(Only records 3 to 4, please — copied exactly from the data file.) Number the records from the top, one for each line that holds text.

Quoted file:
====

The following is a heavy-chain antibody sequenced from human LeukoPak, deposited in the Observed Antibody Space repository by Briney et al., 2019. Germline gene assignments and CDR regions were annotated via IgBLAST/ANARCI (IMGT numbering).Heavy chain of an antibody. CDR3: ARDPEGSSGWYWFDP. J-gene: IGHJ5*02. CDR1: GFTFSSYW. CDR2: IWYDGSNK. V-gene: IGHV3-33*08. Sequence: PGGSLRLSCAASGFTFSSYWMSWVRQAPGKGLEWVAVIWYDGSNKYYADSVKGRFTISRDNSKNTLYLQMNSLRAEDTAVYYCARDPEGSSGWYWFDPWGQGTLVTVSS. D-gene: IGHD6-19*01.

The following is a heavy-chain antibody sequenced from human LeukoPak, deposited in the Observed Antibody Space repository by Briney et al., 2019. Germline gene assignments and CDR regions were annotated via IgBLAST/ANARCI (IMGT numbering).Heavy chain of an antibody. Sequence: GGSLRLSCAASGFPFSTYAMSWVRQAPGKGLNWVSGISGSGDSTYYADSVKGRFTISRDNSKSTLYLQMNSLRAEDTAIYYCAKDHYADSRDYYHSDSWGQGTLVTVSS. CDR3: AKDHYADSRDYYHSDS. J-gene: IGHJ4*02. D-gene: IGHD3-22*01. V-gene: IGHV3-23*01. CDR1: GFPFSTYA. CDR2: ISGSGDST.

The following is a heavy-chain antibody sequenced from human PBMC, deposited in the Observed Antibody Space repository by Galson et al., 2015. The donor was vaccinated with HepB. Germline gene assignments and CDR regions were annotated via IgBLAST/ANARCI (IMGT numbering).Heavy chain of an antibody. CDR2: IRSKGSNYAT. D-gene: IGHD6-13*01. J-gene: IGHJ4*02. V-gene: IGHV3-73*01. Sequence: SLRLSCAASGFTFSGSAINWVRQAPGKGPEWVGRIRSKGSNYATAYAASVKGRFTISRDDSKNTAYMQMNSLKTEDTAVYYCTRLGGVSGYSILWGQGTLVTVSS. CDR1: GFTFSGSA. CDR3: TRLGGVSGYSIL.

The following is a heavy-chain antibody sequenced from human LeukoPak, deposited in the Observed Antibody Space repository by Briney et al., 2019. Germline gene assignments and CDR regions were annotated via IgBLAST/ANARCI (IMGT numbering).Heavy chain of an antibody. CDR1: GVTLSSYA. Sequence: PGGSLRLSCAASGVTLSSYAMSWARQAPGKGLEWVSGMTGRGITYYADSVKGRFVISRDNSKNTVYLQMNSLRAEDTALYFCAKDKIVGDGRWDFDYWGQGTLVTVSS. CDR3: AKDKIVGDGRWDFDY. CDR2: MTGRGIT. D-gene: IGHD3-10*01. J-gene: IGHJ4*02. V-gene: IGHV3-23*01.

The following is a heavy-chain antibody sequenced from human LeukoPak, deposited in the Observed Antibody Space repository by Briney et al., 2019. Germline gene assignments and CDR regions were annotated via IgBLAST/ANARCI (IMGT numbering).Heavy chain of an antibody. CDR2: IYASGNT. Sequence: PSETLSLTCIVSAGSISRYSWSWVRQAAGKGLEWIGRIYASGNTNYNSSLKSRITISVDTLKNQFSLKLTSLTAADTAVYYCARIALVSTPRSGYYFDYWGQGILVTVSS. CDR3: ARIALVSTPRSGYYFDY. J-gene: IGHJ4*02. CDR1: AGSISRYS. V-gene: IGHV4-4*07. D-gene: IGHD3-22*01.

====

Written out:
The following is a heavy-chain antibody sequenced from human PBMC, deposited in the Observed Antibody Space repository by Galson et al., 2015. The donor was vaccinated with HepB. Germline gene assignments and CDR regions were annotated via IgBLAST/ANARCI (IMGT numbering).Heavy chain of an antibody. CDR2: IRSKGSNYAT. D-gene: IGHD6-13*01. J-gene: IGHJ4*02. V-gene: IGHV3-73*01. Sequence: SLRLSCAASGFTFSGSAINWVRQAPGKGPEWVGRIRSKGSNYATAYAASVKGRFTISRDDSKNTAYMQMNSLKTEDTAVYYCTRLGGVSGYSILWGQGTLVTVSS. CDR1: GFTFSGSA. CDR3: TRLGGVSGYSIL.

The following is a heavy-chain antibody sequenced from human LeukoPak, deposited in the Observed Antibody Space repository by Briney et al., 2019. Germline gene assignments and CDR regions were annotated via IgBLAST/ANARCI (IMGT numbering).Heavy chain of an antibody. CDR1: GVTLSSYA. Sequence: PGGSLRLSCAASGVTLSSYAMSWARQAPGKGLEWVSGMTGRGITYYADSVKGRFVISRDNSKNTVYLQMNSLRAEDTALYFCAKDKIVGDGRWDFDYWGQGTLVTVSS. CDR3: AKDKIVGDGRWDFDY. CDR2: MTGRGIT. D-gene: IGHD3-10*01. J-gene: IGHJ4*02. V-gene: IGHV3-23*01.